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Incentive and Strategic Contracting: Implications for the Franchise Decision

  • Francine LafontaineEmail author
  • Margaret E. Slade
Chapter
Part of the International Series in Operations Research & Management Science book series (ISOR, volume 194)

Abstract

We examine theoretical predictions and econometric evidence concerning franchise contracting and sales-force compensation and discuss a number of factors that ought to influence the contracts that are written between principals and agents. For each factor, we construct the simplest theoretical model that captures what we view as its essence. The comparative statics from the theoretical exercise are then used to organize our discussion of the empirical evidence, where the evidence is taken from published studies that have attempted to assess each factor’s effect on the power of agent incentives. We also discuss theoretical issues and empirical results pertaining to a few topics that have been addressed in the literature but that do not fit easily into our simple modeling framework. Finally, we discuss a few recent models with endogenous prices. Unfortunately, the evidence that relates to strategic or game-theoretic agency models is scanty. Nevertheless, we discuss the findings from the few relevant studies that we have been able to uncover.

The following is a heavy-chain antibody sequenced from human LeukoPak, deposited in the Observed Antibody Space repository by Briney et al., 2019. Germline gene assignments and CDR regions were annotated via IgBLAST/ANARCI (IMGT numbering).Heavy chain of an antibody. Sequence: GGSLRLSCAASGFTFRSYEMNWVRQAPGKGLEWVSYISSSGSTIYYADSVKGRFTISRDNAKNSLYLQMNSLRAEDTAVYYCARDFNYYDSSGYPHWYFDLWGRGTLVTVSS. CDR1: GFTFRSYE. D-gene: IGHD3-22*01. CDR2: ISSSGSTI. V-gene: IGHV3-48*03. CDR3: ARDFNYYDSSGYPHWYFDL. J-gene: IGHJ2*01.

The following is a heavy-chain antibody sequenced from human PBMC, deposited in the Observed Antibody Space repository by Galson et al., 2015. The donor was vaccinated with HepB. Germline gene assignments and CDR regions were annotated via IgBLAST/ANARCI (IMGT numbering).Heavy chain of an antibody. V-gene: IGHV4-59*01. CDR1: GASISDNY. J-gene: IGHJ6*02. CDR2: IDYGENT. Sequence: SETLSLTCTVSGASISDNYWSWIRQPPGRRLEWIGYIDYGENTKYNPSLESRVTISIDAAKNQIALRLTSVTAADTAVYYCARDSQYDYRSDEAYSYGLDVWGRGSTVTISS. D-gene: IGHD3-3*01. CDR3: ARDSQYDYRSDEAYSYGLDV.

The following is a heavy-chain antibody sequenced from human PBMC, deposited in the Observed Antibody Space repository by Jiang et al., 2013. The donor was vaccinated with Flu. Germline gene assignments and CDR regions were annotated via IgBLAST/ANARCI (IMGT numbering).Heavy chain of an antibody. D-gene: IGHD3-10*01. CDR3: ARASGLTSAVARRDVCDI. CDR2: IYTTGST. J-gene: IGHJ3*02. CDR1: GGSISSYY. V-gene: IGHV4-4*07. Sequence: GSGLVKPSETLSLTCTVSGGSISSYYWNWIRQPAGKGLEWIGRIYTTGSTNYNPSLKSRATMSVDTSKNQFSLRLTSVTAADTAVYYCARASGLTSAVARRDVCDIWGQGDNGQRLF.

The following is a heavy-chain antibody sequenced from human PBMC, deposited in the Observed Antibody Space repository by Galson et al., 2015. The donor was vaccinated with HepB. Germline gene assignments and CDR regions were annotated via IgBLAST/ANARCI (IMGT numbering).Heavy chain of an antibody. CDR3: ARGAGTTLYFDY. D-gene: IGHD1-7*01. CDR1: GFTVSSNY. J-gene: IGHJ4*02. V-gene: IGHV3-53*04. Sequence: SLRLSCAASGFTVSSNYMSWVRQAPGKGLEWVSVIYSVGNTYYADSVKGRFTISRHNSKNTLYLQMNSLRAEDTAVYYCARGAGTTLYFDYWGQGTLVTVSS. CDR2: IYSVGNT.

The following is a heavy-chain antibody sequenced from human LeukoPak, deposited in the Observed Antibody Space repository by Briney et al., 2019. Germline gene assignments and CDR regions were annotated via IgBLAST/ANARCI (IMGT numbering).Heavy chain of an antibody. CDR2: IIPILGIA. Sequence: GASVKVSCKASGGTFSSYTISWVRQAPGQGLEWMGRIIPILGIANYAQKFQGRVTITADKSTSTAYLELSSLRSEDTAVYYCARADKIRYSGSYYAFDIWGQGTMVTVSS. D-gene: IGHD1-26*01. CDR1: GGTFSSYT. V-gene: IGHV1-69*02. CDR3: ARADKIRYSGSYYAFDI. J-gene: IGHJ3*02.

Keywords

Risk Aversion Vertical Integration Contract Term Optimal Contract Resale Price Maintenance 
These keywords were added by machine and not by the authors. This process is experimental and the keywords may be updated as the learning algorithm improves.

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© Springer Science+Business Media New York 2014

Authors and Affiliations

  1. 1.Ross School of BusinessUniversity of MichiganAnn ArborUSA
  2. 2.Vancouver School of EconomicsUniversity of British ColumbiaVancouverCanada

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